This week I attended a day-long Judges/Journalists Workshop sponsored by The Donald W. Reynolds National Center for Courts and Media in the National Judicial College, which was held at the Norton Woods Conference Center at the American Academy of Arts and Sciences in Cambridge.
The NCCM workshop was a great opportunity to see judges and reporters interact, and hear their respective concerns. The focus of the program was on access to judges, and, not surprisingly, the reporters want more access to judges, and the judges are, in general, reluctant to give it.
Video presentations showed real life examples of the opposite ends of the spectrum, with one judge dodging, then tossing a lunch tray at, a persistent reporter (after which the judge retreated to an elevator, elbow shielding his face in a manner that I am sure he later realized was all to similar to someone dodging a camera in a perp walk), to a calm, cool, and collected judge who spoke at length to a reporter all the while avoiding—appropriately—any comment on the substance of the case that had been before him.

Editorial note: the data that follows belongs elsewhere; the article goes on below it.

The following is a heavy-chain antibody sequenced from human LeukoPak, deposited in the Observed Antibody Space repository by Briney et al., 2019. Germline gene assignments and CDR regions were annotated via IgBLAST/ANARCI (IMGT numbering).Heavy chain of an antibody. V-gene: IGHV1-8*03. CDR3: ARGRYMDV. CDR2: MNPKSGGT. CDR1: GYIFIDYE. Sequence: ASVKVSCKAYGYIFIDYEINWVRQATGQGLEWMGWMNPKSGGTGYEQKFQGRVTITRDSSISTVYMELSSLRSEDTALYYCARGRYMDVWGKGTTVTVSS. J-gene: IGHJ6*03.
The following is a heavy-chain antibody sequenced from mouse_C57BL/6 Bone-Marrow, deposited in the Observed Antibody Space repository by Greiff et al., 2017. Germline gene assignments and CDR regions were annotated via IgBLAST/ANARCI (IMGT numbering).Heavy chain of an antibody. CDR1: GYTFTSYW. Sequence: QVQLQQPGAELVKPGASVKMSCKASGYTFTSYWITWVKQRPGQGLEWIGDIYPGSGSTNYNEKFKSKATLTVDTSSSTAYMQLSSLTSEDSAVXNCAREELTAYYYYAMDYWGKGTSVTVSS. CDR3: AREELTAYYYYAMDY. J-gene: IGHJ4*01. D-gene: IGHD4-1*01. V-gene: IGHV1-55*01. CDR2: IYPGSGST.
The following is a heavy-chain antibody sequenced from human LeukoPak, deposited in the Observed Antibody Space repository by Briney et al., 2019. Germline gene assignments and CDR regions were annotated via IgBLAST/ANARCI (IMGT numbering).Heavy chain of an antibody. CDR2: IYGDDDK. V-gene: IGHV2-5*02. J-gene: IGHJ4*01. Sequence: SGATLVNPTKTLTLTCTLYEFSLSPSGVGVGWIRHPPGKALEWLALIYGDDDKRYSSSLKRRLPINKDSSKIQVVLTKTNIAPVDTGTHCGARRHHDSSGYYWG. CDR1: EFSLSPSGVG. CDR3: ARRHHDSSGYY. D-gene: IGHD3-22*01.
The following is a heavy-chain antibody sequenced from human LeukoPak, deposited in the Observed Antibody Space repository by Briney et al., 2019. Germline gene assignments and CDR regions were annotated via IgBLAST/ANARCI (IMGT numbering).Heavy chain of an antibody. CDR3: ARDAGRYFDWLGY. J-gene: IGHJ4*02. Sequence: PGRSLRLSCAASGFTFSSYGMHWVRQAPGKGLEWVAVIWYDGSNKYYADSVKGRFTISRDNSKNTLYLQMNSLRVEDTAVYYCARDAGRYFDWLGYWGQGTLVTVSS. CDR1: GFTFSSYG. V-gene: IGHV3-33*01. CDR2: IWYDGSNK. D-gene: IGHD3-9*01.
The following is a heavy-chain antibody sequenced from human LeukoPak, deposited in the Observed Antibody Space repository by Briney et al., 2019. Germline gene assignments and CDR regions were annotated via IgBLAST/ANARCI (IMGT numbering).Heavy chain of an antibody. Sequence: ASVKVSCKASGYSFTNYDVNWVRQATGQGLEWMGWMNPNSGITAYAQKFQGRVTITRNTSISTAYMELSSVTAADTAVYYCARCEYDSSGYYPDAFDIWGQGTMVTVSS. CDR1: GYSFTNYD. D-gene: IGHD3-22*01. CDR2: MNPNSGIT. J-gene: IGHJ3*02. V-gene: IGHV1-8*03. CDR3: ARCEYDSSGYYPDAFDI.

As I recall, no one thought that the food flinging jurist comported himself properly, although there was much criticism of the “ambush” nature of the attempted interview.
While all of the media people, and media lawyers, seemed to like the way the other judge handled himself, a number of the judges were wary of his performance, even to the point of questioning whether his discussion with the reporter was a reportable (no pun intended, I assume) offense.
Later, one broadcast reporter noted that he was a bit uncomfortable with the obviously staged segment where the judge stood at his PC presumably scrolling through e-mail as the off-camera reporter talked about the volume of e-mail the judge received in response to what apparently was locally an unpopular decision.
The workshop was a good step in the direction of assessing, and ultimately improving, relations between the courts and the press, but it was obvious that there is quite a distance to go.